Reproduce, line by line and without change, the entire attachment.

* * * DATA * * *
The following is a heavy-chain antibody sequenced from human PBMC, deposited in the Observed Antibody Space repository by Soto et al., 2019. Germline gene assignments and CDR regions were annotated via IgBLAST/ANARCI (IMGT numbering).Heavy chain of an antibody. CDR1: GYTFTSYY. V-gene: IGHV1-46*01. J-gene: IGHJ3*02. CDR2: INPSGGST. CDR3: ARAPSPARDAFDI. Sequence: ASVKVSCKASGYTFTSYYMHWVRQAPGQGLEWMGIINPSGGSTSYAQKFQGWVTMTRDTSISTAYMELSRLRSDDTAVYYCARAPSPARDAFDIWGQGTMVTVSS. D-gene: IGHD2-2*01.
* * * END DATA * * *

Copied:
The following is a heavy-chain antibody sequenced from human PBMC, deposited in the Observed Antibody Space repository by Soto et al., 2019. Germline gene assignments and CDR regions were annotated via IgBLAST/ANARCI (IMGT numbering).Heavy chain of an antibody. CDR1: GYTFTSYY. V-gene: IGHV1-46*01. J-gene: IGHJ3*02. CDR2: INPSGGST. CDR3: ARAPSPARDAFDI. Sequence: ASVKVSCKASGYTFTSYYMHWVRQAPGQGLEWMGIINPSGGSTSYAQKFQGWVTMTRDTSISTAYMELSRLRSDDTAVYYCARAPSPARDAFDIWGQGTMVTVSS. D-gene: IGHD2-2*01.